So after that lovely patient encounter, I go up to triage for the last 4 hours of my shift, where a patient who was treated earlier checks in AGAIN for the same thing. She's got a legit history- gastroparesis with diabetes, which can make for some sick ass patients, but MAN. She is acting a fool. She starts out with her earlier straight-back-to-a-room worthy performance by rolling around on the floor of my triage booth, literally. I, like the compassionate nurse I am, continue writing and tell her to please get up and sit in the chair so I can take her vital signs. Bitch, please. You drove here and walked in here, don't try to act like you can't sit in a chair. She finally sits down- before I can even ask her any questions, she asks if she has to go back to the waiting room. Yup, but I'll get you some Zofran first. I don't have any rooms with nurses to cover them in back at the moment. At that point she tells me she has chest pain. It just keeps getting better! Any time I ask her questions she doesn't want to answer, she starts to gag and wretch and then forces herself to vomit. She then pants and looks to me for a reaction. At this point I go back to get her a Zofran but also to ask around about her earlier visit. I talk to the nurse who took care of her- apparently, she did the same performance earlier, for which the doctor planned on giving her a full cardiac and abdominal workup, and probably an admission. However- as soon as she got the Dilaudid, she asked the doctor to cancel the tests, and he obliged. Now she's back for round 2! No ma'am. I gave her the medicine and tried to throw her ass out in the waiting room- except by the time I got a blood sugar (400 oh no!) and tried to load her up in a wheelchair since now she became "lightheaded", the day shift triage nurse came in and bought the act, upped her acuity level and then brought her back to a room immediately (because what does the dumbass night shift nurse know? Nothing!). I made sure to tell her about the visit history when she returned from saving this girl from her critical vomiting- congrats, you just filled your last room with that crap. I'm gonna go home and drink a beer now, later.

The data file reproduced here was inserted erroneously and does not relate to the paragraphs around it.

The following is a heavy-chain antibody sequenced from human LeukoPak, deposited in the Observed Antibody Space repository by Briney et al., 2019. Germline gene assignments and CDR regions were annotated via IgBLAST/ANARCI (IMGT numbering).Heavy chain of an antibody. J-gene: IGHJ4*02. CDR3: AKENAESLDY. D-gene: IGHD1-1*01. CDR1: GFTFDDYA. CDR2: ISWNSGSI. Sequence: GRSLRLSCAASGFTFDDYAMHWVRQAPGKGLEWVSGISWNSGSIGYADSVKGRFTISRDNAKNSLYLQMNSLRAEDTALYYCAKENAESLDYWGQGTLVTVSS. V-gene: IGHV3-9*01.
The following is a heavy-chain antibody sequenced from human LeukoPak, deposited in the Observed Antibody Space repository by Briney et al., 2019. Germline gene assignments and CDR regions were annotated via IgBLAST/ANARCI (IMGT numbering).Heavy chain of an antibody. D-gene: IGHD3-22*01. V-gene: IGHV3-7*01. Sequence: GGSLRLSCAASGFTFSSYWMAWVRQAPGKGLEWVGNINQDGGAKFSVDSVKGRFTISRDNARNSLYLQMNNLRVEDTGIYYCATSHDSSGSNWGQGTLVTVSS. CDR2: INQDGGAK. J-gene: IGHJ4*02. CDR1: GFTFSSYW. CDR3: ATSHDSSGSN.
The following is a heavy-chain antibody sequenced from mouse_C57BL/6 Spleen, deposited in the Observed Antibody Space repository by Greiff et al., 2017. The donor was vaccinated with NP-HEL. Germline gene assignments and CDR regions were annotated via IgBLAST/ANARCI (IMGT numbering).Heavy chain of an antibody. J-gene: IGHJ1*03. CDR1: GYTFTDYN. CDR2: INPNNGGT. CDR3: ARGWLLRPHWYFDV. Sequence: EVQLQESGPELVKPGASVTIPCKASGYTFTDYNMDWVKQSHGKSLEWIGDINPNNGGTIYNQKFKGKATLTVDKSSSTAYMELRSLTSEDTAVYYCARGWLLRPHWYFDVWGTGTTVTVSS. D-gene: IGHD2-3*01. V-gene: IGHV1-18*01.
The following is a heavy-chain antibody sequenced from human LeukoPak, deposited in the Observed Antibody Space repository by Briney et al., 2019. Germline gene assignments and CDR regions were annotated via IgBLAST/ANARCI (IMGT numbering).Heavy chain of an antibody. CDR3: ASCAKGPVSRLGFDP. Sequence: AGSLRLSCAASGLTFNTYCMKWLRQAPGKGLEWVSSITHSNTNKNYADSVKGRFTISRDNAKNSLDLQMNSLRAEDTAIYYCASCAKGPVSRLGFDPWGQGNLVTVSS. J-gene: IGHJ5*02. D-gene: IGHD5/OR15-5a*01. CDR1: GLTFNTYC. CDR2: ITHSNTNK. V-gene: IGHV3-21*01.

Fast forward to last night, where I was apparently smoking the wrong stuff and agreed to pick up and extra shift. I naturally ended back up in fast track, where I immediately as given the gift of the husband who thinks his grown ass wife with a fever and a headache was extremely critical. The NP does a CT scan and gives her a pill. She calls a little later saying she's still in pain- no problem- I let them know that I have to get vitals first so we know what kind of pain meds I can give. I'm putting the blood pressure cuff on the lady's arm literally 10 seconds later and he tells me "She's hurting really bad. She needs something for pain. NOW." I let him know I'm taking her vital signs NOW and then we can give something for pain, like I said, 10 seconds ago, damn it. He then proceeds to tell me she needs a shot (the lady has an IV already) and then turns around and scolds his wife about how she needs to demand I give her a shot. She points at the IV and stares at him. I walk out in disgust. He continues this foolishness through the whole night, while his wife, who's actually very sweet, hangs out quietly. Then I get her discharge instructions- as expected, she has a virus, but her urine test also tell us she has Trichamonas- an STD. Ruh roh. If that isn't bad enough, his mom is in the room when we have to explain that one of them went and picked up an STD. By her reaction, I'm guessing it was him. Yikes. I would have liked to have seen that car ride home. Akward.